God has been gracious to our race, however. He has given us "common grace," which describes "the goodness of God shown to all, regardless of faith, consisting in natural blessings, restraint of corruption, seeds of religion and political order, and a host of civilizing and humanizing impulses, patterns, and traditions." 

Who do we blame for this corruption? To say simply Adam and Eve seems to be a childish answer. I don't think that Plantinga ever gets to the answer of this question. But he assures us that neither God nor the devil are to blame. There is some mention of a "spirit of darkness" which seems to encompass the world in a blanket of sinful thought and deed. I would like to suggest that perhaps we are to blame instead. Sin should not hold any power over us, as Romans explains. But why do we fall continually? We chose to. We have a sinful nature that is difficult to keep quiet. Though we may try our best, we will fall. 

But, friends, we have hope. God is our refuge and our strength. Just wait for the next chapter!

Saturday, January 17, 2009

The Poison of Subjectivism

In this essay, Lewis is arguing against "subjectivism." What is this subjectivism? The term is meant to describe the sort of reasoning that thinks that all reason must be subjective to a person's individual thought. 

Lewis begins by explaining how such a system might work. In this system, a person can essentially discard all thoughts, including their own, as subjective. This doesn't work with what is called theoretical reason, or scientific reasoning, because as Lewis writes, a person must "assume the validity of his own logic...even in order to prove that it is merely subjective."

Practical reason, or the judgment of good and evil, is a different matter. It is arguing against the subjectivism within the context of practical reasoning that Lewis spends a majority of his time in this essay. We are told by society that "to say that a thing is good is merely to express our feeling about it; and our feeling about it is the feeling we have been socially conditioned to have." 

This is, of course, very dangerous. If right and wrong are completely subjective, then we lose the basic structure of our society. In my mind, our society is built on some basic principles, such as our inalienable rights. These basic rights given to all and acknowledged by all prove that there must be a basic law or idea behind them all. A "new" form of morality or a "new" idea of truth must will still have its basis within this basic law. How then, do differing views of morality come about? It must come in the twisting of this traditional morality. By changing one aspect of the traditional morality, a "new" ideology is made, but it must be ignored because it uses the very thing it tries to disprove in order to prove itself. I tried to think of an example of this, but it is so illogical that I can't even think of one.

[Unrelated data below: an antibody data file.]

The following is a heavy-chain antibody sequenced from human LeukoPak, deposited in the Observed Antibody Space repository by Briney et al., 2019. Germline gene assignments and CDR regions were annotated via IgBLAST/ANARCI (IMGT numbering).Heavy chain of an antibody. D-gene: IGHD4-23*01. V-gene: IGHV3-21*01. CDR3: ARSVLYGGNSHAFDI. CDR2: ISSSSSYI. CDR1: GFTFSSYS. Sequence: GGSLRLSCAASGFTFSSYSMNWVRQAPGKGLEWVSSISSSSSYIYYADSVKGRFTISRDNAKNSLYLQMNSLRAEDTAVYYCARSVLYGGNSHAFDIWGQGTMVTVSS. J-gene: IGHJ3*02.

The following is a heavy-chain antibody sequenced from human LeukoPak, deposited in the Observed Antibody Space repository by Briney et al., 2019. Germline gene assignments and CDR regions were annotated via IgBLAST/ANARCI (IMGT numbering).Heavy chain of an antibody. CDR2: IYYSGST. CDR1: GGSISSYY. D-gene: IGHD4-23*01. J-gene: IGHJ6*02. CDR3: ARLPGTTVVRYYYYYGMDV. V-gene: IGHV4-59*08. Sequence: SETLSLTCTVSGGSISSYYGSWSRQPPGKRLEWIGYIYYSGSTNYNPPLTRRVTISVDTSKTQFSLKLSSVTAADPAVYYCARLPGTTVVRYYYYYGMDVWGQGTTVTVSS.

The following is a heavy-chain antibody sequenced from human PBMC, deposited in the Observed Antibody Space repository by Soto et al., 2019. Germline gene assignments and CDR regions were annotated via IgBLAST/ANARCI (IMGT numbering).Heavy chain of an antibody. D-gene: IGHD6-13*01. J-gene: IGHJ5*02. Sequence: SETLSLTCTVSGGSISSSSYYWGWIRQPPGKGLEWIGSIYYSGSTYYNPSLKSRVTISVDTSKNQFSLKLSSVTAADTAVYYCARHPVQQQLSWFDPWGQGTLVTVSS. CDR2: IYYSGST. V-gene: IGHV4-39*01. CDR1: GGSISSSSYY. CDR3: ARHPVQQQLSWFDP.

Overall, I think that we must remember that there is a definitive right and a definitive wrong. These may be difficult to see, but they are present nonetheless. 

(note: I may write more on this essay following our class discussion. These are merely my own meager thoughts.)

Friday, January 16, 2009

Mere Christianity

In Mere Christianity, C. S. Lewis was trying to explain the basics of Christian belief. In the preface, he explains that he is not trying to convince anyone to belong to a specific denomination, but instead Lewis is simply laying out the "bare bones" of Christian religion.

The actual book is comprised of three smaller books. The first book, which we read for this class, proves the existence of some overarching Power that created what Lewis calls the "Moral Law." His reasoning seems sound. He first explains the basics of the Moral Law, how everyone has ingrained within them a sense of right and wrong. Even within different cultures and societies, the basics of the Law of Nature remain the same. Stealing is still wrong in the middle of sub-Saharan Africa as well as in Ancient Greece. 

I was not sure at this point that I agreed with his idea of the Moral Law. How could one Law govern so many different cultures? If what is right and wrong for me is the same as for any other person, then why do we have so many arguments over things like abortion. If it is wrong in my mind, then shouldn't this concept of the Moral Law lead to the conclusion that it will be wrong in other people's minds as well? How do we excuse the fact that there are different opinions on issues such as this?